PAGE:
This year’s Wizard World Chicago was a festive affair. The convention brought in tens of thousands of fans to form the city’s biggest and longest-running comic book show, which spanned four days. On the celebrity roster were Norman Reedus, Ralph Macchio, Cerina Vincent, and many others. The original casts of the X-FILES and BACK TO THE FUTURE reunited and gave panel talks. Most of the actors from DAREDEVIL were there as well. On the fan side of things, the cosplays were spectacular. Photo ops abounded as costumed attendees bonded over mutual love of cult touchstones like EVIL DEAD and, of course, Marvel and DC. Fans could also participate in the gaming division of Wizard World, as well as horror film screenings that took place all weekend. The wide spectrum of activities and celebrities made for four action-packed days.

Things were no less exciting on the down-home comic book side of things. Artist Alley boasted phenomenal artists and creators like Kim Jung Gi, the renowned draftsman who draws freehand without references or preliminary sketches. Also in attendance was David Mack, Eisner award winner and author of KABUKI and ECHO. What’s unique about comic-cons is the absence of a barrier between fans and creators. At shows, readers can directly meet and interact with their favorite authors and illustrators, which is something that can be said for few other artistic pathways. Wizard World Chicago 2016

Despite the celebration, this year’s Wizard World Chicago saw its fair share of disputes as well. First of all, there was the social media backlash about allowing DS Arms, an Illinois gun manufacturer, to display its wares – replica weapons – on the show floor. Wizard World management responded in a questionable way. First they announced that in the face of public outrage, DS Arms would not be exhibiting. Then they announced that they would in fact be exhibiting, only to promptly go back on their word again. In the end, DS Arms set up at Wizard World for 90 minutes and then were replaced by Gel Pack vendors. This sort of managerial waffling shows a poor sense of communication between fans and con leadership.

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And that’s not all. Arguments broke out in Artist Alley as artists accused vendors of stealing and selling their original pieces without consent. Splatter artist Ginger Zap took down some of her most noticeable rip-offs at the convention after an online article exposed her for throwing Photoshop filters over existing work and passing it off as her own. In the past, Ginger Zap has been ejected from conventions and has even been served a cease-and-desist order by Skybound Entertainment for copying another artist’s work. Evidently Wizard World saw no problem letting her table at the show, however.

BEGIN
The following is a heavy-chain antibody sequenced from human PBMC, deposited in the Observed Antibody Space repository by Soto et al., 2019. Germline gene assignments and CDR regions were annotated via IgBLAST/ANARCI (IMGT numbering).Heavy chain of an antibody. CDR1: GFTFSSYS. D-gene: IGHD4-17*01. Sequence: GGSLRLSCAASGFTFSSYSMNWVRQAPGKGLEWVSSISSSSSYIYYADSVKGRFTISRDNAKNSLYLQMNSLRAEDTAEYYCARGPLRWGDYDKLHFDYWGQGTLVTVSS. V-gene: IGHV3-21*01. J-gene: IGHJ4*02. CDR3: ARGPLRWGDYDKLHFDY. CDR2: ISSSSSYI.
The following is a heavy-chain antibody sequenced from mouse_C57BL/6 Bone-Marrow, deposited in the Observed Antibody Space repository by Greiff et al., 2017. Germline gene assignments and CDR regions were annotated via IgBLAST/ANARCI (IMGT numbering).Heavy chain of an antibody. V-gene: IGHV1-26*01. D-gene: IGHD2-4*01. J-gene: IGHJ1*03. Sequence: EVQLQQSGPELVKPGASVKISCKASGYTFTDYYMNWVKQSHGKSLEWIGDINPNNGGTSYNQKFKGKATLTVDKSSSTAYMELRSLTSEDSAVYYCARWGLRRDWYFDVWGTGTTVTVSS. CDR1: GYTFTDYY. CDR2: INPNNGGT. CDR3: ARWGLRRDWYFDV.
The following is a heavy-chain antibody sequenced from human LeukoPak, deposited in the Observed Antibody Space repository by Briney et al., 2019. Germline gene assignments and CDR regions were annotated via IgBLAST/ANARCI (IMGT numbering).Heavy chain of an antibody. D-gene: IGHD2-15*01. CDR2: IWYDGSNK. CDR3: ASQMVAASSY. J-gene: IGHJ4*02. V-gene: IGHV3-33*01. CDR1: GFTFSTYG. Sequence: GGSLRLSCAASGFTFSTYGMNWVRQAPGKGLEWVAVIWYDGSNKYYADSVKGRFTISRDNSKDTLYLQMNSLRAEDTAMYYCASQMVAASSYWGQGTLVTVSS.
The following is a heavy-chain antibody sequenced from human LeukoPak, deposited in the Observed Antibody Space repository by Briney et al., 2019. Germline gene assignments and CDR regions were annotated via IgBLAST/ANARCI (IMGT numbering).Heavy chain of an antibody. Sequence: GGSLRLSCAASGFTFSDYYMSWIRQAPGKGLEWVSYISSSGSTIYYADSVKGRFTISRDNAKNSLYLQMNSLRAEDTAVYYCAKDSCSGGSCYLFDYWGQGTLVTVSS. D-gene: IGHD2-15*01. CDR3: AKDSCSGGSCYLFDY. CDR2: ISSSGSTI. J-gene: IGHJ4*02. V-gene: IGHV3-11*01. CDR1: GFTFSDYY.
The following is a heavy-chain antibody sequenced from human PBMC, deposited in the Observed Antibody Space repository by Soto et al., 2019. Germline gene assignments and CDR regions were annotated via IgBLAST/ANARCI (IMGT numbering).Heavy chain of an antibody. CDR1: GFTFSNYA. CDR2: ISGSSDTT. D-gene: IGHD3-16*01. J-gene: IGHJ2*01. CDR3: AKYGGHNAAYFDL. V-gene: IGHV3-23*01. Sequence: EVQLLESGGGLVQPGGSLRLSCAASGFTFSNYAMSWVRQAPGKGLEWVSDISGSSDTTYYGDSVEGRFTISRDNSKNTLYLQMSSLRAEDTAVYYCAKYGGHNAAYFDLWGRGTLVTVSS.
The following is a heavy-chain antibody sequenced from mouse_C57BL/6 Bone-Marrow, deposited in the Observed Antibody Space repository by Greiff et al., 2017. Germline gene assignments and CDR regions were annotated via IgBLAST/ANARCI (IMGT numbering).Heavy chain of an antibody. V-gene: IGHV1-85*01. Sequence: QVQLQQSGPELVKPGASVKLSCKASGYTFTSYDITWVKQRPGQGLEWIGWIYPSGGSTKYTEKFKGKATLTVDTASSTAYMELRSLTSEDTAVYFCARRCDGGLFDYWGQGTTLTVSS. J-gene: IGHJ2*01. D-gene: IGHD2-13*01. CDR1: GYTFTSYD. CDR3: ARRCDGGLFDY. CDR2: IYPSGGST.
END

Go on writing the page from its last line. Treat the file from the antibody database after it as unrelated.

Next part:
To make matters worse, she wasn’t the only seller doing this. Later on during the weekend it came to light that vendors Fatal Planet Productions were selling bootleg knock-offs of artist Mitch O’Connell’s illustrations of Donald Trump and Hillary Clinton as zombies. Ultimately Wizard World made Fatal Planet remove all their prints because the vendors had purchased them wholesale without checking for unauthorized copying. The same thing happened with exhibitors Carolina Ghostbusters who were selling images stolen from illustrators Jenevieve Broomall, Billy Tucci, and Saki Michan. Carolina Ghostbusters also explained that the plagiarism was due to the fact that they purchased their prints wholesale.

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In reality, the problem of bootleg art goes deeper than simply the issue of sellers stealing other people’s artwork. It’s really a question of originality that runs throughout much of comic-con culture. If you examine the specific drawings that were copied, you’ll notice that many of them are fan art of shows that the so-called “original artists” never even worked on. Mitch O’Connell’s undead election posters fall into a similar category. To create those posters, O’Connell merely juxtaposed two things that already have a following: the 2016 election race and zombies. As a work of art, combining these two things is very safe: people are guaranteed to respond to at least one of the two components. The whole bootleg issue illustrates the fact that much of comic culture today is a huge echo chamber where people are taking ideas right and left instead of producing truly original work.

Wizard World Chicago

Of course, that’s not to say that there isn’t a lot of good culture coming out of today’s comics landscape. Shows like Wizard World Chicago have the opportunity to encourage the right kind of creative output. If there isn’t any quality control over what kind of artwork merits a table at Wizard World – and right now, there isn’t – you can expect to see a lot more bootleg artwork in the coming years. If instead Wizard World cracks down and responds to what the fans are saying, a lot of fantastic, original work will be at the conventions instead. The important thing is to have a healthy community mindset and to have clear communication between fans and show runners. Because at the end of the day, this is a collaborative effort. We’re in this together.

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